# Protecting A/D inputs

I'm looking for ideas on how to protect A/D inputs from disaster. My current application is automotive, but I seem to be blowing up the AD ports pretty regularly.

Zeners are not ideal (they don't always trigger at a voltage low enough to protect the port).

My understanding is that the port is good to Vcc + 0.3V; after that you can blow the port or the whole chip.

If I use voltage dividers and set VREF lower (say 2.56V) using analogReference(INTERNAL2V56) does that give me room between 2.56V and Vcc+0.3 for over-voltages? Then I could use a 4.5V zener without any trouble.

Would something like this work?

http://www.mouser.com/ds/2/302/RB751_SER-104980.pdf

The board will be surface mount. The divider has a 23k5 R so current is limited.

cptdondo: Would something like this work?

http://www.mouser.com/ds/2/302/RB751_SER-104980.pdf

The board will be surface mount. The divider has a 23k5 R so current is limited.

Yes that would work. For protection see:- http://www.thebox.myzen.co.uk/Tutorial/Protection.html and http://www.digikey.com/us/en/techzone/microcontroller/resources/articles/protecting-inputs-in-digital-electronics.html

If I change VREF do I need to protect against V > VREF or is the threshold still V > Vcc?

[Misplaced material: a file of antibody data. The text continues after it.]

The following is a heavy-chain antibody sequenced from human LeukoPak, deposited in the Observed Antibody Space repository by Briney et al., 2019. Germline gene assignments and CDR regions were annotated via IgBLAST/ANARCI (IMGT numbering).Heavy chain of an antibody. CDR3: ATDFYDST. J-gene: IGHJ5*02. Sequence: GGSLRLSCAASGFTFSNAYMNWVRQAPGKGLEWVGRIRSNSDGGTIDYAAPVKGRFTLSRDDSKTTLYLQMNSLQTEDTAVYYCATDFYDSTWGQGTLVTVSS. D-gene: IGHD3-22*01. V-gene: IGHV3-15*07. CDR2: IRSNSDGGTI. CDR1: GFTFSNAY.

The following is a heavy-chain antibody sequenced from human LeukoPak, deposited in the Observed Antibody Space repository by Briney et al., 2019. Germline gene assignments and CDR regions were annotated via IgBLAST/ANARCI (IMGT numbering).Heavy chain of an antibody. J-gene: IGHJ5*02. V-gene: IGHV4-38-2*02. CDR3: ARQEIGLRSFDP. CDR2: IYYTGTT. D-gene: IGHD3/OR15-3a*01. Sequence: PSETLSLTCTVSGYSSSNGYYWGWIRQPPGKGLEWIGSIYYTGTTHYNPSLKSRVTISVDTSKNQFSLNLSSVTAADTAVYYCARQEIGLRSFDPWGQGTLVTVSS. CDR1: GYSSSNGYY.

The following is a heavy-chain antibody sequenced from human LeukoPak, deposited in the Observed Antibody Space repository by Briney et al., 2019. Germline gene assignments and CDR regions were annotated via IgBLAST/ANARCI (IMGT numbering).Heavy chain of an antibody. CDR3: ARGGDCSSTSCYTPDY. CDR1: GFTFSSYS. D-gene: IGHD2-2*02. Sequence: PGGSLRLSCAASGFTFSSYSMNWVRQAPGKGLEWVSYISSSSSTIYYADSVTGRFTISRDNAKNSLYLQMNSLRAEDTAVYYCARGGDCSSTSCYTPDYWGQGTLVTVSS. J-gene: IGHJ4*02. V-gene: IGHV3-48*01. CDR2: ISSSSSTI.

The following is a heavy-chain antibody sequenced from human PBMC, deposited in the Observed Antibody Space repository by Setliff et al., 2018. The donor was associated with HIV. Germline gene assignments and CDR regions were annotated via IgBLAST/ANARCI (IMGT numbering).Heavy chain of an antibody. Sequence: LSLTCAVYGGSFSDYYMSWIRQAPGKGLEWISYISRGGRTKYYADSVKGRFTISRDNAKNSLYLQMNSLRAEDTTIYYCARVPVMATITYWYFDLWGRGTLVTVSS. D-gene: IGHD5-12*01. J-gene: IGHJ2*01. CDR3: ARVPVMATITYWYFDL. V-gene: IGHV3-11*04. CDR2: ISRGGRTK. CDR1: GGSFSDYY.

If I change VREF do I need to protect against V > VREF

No.

or is the threshold still V > Vcc?

Yes :)

Awesome! That makes life a lot easier. :)

One more question:

If I use a 10K current limiting resistor before the diodes would that affect the accuracy?

I am assuming that the internal resistance of AD itself is on the order of 100M so a 10K in series would be less than a decimal point....

If I use a 10K current limiting resistor before the diodes would that affect the accuracy?

It would affect the acquisition time if you are switching between analogue inputs. It could be that the first few samples read on a new channel would be off by a bit.

Right now I throw away the first 8 readings, and then average the next 128. I may need to tweak that with some timing as I learn more, but the idea is to average out the readings in case any noise gets through. The signal is noisy (it has both 1k5Hz and 3kHz PWM mixed in and probably all sorts of harmonics) and I'm interested in long-term (1 sec or so) average.

You are best to reduce the noise at source with a capacitor across the analogue input.

Yes. I have a 2.2uF cap to ground across the input to filter out noise. Not sure if I need the multiple sampling and averaging as well. I just don't have enough data in the real world for my scenario.